I was in the shower when the thought struck. I reached for the bottle of off brand conditioner and squeezed a portion into my hand. What does it mean to believe? My mind taunted. I responded casually, because this kind of thing happens a lot in this context. Something about the hot water and white noise seems to fire up the abstract thought. So prompted by this open-ended question from my unconscious mind, I presented myself a thought experiment to tussle with.
If someone jizzed in this conditioner bottle, how would I know? It was a repugnant question, but I was ready to go down the rabbit hole. I guess I would inspect it. Identify it. But at what time during the sequence of me squeezing it into my hand, squinting at my fingers, parted from each other, studying the consistency–at what point do I decide: Yes! Someone jizzed in this, what a fucking nightmare, someone get me some bleach?
What tips the scales of sureness?
Is it a certain amount of variables present? A particular pattern my brain recognizes? A correspondence and integration of prior trials with questionable white substances? What’s going on here?
Undoubtedly, there are times the mind screams Yes! It accepts a truth with conviction and sureness. It forms a belief. But what are the building blocks of perception in this moment that trigger such a distinct response? How many things are considered, how many calculations made–conscious or not to produce that moment of Yes? I bet it’s more than we think. I bet it’s a lot.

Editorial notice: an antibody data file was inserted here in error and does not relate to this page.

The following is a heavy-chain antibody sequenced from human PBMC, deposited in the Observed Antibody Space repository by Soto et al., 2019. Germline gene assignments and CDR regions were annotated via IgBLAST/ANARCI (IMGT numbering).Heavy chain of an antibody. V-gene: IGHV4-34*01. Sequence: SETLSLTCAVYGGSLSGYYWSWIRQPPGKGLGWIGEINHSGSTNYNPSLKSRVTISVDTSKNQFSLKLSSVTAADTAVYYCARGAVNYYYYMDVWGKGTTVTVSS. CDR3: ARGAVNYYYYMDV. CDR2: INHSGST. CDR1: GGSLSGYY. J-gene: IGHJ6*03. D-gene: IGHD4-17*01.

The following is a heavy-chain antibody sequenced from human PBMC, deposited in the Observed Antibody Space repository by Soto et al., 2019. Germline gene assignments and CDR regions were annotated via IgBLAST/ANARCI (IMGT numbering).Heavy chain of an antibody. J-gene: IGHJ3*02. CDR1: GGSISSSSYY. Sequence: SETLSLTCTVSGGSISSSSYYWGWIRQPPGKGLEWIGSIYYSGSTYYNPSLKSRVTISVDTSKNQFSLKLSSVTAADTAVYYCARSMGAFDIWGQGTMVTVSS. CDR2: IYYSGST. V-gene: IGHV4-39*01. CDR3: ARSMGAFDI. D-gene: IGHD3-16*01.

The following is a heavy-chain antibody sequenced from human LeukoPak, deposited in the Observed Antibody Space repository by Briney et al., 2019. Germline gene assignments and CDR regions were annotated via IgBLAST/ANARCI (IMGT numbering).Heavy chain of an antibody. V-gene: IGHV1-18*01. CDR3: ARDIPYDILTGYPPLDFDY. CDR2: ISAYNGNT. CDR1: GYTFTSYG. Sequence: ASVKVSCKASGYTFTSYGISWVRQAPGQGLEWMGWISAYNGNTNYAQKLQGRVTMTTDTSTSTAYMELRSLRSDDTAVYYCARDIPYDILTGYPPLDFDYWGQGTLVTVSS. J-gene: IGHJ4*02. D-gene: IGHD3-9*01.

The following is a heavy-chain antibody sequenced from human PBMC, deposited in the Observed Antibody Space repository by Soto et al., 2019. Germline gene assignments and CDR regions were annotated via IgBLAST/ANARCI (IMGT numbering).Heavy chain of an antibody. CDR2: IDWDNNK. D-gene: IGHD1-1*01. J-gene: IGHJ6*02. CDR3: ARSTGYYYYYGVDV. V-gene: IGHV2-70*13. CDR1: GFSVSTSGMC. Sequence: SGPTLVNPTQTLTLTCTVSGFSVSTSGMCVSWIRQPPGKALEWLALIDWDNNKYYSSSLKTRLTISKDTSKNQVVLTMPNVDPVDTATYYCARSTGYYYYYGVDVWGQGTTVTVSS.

Which leads us to a meditation on free will. If the process of belief is conjured by unconscious processes, by a mass calculation inside a single moment, then there’s just no way we can honestly say we control it. But what an ugly thing to say: you don’t control your beliefs. It just really feels like you do. It’s a patently unpopular idea. At least at this point in layman philosophy.
But as unpopular as it may be, it’s the truth. You don’t control any of it. Your brain does it’s thing–some of which you can see–some of which you can’t–and you perceive a rendition of the process. However narrow this slice of reality may be, it’s your experience. Your world. But not “yours” in any real way. Just there to bear witness to. Just there to observe.
Belief fits perfectly into the puzzle. It’s but an experience we have in real time–like getting a soaker, or receiving a kiss. A wave of essence in the fabric of reality. Belief is a process of the brain, and many of her disparate structures. So the answer to the riddle is this: maybe it doesn’t matter. You’ll never know what tips the scales of belief. I will either recognize that foreign white substance or I will not. There are two outcomes. Mutually exclusive.
The fallacy comes in the narrative. That story you tell yourself directly after the casual shift. “I know because.” This story breeds the illusion of control. Even though there’s no control. Life’s just a big ‘ol board game with 7 billion players. Let’s roll the dice.